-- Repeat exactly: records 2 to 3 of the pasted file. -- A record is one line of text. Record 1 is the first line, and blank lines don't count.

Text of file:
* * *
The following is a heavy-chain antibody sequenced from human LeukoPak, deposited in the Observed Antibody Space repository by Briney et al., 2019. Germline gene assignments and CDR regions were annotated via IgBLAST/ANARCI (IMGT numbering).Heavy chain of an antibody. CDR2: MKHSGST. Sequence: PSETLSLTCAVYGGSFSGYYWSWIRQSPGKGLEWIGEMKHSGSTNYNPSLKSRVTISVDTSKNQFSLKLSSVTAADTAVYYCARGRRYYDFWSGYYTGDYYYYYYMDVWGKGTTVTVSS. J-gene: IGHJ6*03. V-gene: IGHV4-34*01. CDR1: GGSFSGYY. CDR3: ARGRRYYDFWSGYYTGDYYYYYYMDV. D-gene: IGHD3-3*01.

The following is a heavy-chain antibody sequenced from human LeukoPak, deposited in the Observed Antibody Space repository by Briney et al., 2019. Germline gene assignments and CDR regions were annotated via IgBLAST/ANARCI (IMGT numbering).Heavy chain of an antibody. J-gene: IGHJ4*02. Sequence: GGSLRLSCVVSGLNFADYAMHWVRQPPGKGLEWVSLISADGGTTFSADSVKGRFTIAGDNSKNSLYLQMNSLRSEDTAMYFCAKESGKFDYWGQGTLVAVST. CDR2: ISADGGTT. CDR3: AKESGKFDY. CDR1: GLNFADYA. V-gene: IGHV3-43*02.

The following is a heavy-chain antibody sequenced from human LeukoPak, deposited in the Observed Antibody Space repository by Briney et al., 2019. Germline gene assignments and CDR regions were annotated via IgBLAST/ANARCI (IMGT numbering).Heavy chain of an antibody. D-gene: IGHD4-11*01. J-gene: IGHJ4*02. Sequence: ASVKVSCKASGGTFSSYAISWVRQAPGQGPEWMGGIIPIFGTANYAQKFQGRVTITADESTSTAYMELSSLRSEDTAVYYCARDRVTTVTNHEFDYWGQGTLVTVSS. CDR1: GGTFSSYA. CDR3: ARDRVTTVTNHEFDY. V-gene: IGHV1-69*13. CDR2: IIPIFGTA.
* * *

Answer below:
The following is a heavy-chain antibody sequenced from human LeukoPak, deposited in the Observed Antibody Space repository by Briney et al., 2019. Germline gene assignments and CDR regions were annotated via IgBLAST/ANARCI (IMGT numbering).Heavy chain of an antibody. J-gene: IGHJ4*02. Sequence: GGSLRLSCVVSGLNFADYAMHWVRQPPGKGLEWVSLISADGGTTFSADSVKGRFTIAGDNSKNSLYLQMNSLRSEDTAMYFCAKESGKFDYWGQGTLVAVST. CDR2: ISADGGTT. CDR3: AKESGKFDY. CDR1: GLNFADYA. V-gene: IGHV3-43*02.

The following is a heavy-chain antibody sequenced from human LeukoPak, deposited in the Observed Antibody Space repository by Briney et al., 2019. Germline gene assignments and CDR regions were annotated via IgBLAST/ANARCI (IMGT numbering).Heavy chain of an antibody. D-gene: IGHD4-11*01. J-gene: IGHJ4*02. Sequence: ASVKVSCKASGGTFSSYAISWVRQAPGQGPEWMGGIIPIFGTANYAQKFQGRVTITADESTSTAYMELSSLRSEDTAVYYCARDRVTTVTNHEFDYWGQGTLVTVSS. CDR1: GGTFSSYA. CDR3: ARDRVTTVTNHEFDY. V-gene: IGHV1-69*13. CDR2: IIPIFGTA.